Over the past 18 months, retailers have been working hard to figure out how they can continue to meet and exceed customer demand when it comes to receiving orders, all while thinking about the next thing that will come their way. What many have found is that the ability to localize the last mile is a tremendous competitive advantage, especially as many retailers are beginning to entertain options like 10-minute delivery.
It is not unrealistic to say that within the next five years, the last mile will be significantly more local, with retailers offering more localized delivery options. This trend has already become evident with curbside pickup, which has become one of the fastest-growing models within fulfillment. But implementation hasn’t been easy on retailers. For example, in order to offer curbside pickup for customers, some retailers have gone so far as to completely change their store format, thus reducing customer space. On the back end, retailers have had to strengthen their technology in order to ensure a seamless operation takes place.
Other challenges that retailers face when implementing new fulfilment models include: staff resources during a time when there are already shortages across the entire retail ecosystem; addressing specific needs and capacity for various locations as a one-size-fits-all approach does not always work; parking and traffic concerns at individual locations; and visibility into the status of orders.
Despite these issues, curbside pickup allows retailers to maximize all parts of their location, from sidewalk to parking lot. Along with this, it gives customers the convenience of ordering online while maintaining the retail interaction that they are familiar with, without the additional cost and complexity of adding delivery capacity. By offering more buying options, businesses can attract a wider range of customers that look for different modes of shopping. Although there are several roadblocks facing retailers looking to adopt curbside pickup, certain steps can be taken to ensure a seamless implementation.
First, retailers should provide online shoppers with reliable pickup options by syncing inventory in physical stores with the online store. Ideally, this should include listing the available pickup locations and time slots per day, based on inventory location, retail store hours and capacity. In order for the information to be accurate online, inventory must be tracked in real time. When someone is ready to buy online, chooses a pickup option and completes online checkout, they should receive a digital order confirmation containing their order details.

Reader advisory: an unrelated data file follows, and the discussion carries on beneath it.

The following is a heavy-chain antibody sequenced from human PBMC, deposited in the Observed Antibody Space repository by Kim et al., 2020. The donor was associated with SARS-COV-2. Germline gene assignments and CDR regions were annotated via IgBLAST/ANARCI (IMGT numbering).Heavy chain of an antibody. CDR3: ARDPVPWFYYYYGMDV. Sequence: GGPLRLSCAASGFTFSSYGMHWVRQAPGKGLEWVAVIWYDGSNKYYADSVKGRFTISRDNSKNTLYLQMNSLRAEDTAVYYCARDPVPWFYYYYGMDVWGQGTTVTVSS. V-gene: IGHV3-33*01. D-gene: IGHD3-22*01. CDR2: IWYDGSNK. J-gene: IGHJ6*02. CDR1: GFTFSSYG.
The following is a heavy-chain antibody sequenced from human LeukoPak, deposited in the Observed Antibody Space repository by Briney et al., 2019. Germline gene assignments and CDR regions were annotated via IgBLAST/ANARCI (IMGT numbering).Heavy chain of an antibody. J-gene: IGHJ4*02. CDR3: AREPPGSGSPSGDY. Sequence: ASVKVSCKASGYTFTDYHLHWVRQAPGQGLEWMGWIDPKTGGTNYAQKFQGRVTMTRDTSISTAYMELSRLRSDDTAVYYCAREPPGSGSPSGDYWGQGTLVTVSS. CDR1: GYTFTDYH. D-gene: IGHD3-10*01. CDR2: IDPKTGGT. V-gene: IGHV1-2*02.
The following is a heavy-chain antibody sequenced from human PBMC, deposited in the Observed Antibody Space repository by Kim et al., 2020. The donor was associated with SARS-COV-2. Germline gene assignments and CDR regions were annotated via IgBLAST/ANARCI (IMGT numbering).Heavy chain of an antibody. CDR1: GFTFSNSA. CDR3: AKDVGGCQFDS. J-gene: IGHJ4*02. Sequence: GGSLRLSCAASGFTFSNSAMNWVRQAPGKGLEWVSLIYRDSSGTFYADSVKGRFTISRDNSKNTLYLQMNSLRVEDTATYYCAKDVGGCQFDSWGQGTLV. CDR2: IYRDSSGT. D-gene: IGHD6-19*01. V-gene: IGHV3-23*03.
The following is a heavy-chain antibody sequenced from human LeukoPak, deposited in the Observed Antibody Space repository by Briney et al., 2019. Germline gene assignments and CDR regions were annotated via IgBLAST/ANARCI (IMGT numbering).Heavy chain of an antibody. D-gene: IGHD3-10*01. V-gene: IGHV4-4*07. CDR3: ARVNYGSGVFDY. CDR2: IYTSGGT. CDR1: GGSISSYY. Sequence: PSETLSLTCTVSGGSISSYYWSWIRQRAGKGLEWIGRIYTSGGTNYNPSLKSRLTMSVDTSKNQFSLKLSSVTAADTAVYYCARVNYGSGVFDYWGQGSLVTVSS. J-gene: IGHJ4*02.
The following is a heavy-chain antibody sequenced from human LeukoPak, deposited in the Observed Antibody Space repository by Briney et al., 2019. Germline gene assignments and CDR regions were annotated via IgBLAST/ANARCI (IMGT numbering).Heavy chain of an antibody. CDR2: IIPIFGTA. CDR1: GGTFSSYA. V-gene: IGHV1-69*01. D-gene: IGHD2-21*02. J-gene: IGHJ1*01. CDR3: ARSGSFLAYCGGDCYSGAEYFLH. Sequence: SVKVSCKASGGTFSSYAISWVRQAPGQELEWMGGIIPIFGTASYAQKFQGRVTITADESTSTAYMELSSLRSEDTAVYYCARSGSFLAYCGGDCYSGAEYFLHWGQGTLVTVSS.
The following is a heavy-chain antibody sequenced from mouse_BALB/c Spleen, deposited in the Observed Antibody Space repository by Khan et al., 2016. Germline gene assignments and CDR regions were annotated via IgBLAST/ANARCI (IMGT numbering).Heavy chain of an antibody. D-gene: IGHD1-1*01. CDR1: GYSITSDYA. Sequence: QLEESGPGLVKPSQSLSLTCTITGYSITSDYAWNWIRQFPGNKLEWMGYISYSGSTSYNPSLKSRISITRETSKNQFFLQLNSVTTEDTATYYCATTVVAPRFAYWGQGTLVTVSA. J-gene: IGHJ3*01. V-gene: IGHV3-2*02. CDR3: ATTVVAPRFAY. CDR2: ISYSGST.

The next step in adapting curbside pickup is implementing a technology service that syncs picking and prepping, staging and loading of online orders with customer arrival. This prevents curbside congestion and ensures the optimal efficiency for staging and pickup staff. An app with real-time tracking (which customers can opt into) also can help the retailer coordinate timing between the incoming vehicle and the available parking spaces and store associates. This reduces potential congestion in the pickup area. Retailers should also make sure they have an app in place that provides both customer and store interfaces, which lets the store associate direct each car to the optimal pickup location in real time.
Other technology practices that should be adapted in order to find success with curbside pickup are automated customer check-ins and applications that help store staff and customers easily identify the relevant order. This is where contactless delivery and pickup solutions come into play. The best curbside delivery pickup programs are completely contactless. This allows customers to be directed to exactly where they need to park their car, and be told how to pay — and store teams should know exactly which vehicle they need to find, and load the order into — with no contact between them. In order for this to be done through a contactless curbside pickup flow, all communications should be digitized and automated.
Finally, retailers should track, measure and analyze performance from each physical store and store team to track and improve curbside performance. This will allow retailers to pinpoint pain areas and improve the overall experience for customers.
Each of these steps is essential for a scalable, efficient pickup operation. Much like the practice of curbside pickup, these steps are flexible and can be changed and adapted to each unique storefront as needed. Now more than ever, it is critical that retailers offer their customers a positive experience that is competitive with other businesses, and a seamless pickup system will allow for this. With the proper technology and management, any business can quickly and seamlessly adopt this innovative and growing service.
Guy Bloch is CEO of Bringg. He has nearly 20 years of experience leading large organizations in the global enterprise software market and transforming them into highly successful hyper-growth environments. He joined Bringg after spending 6 years in senior leadership roles at Splunk (Nasdaq: SPLK), most recently as COO EMEA. Bloch has an MBA from the New York Institute of Technology and a BA from Ben-Gurion University.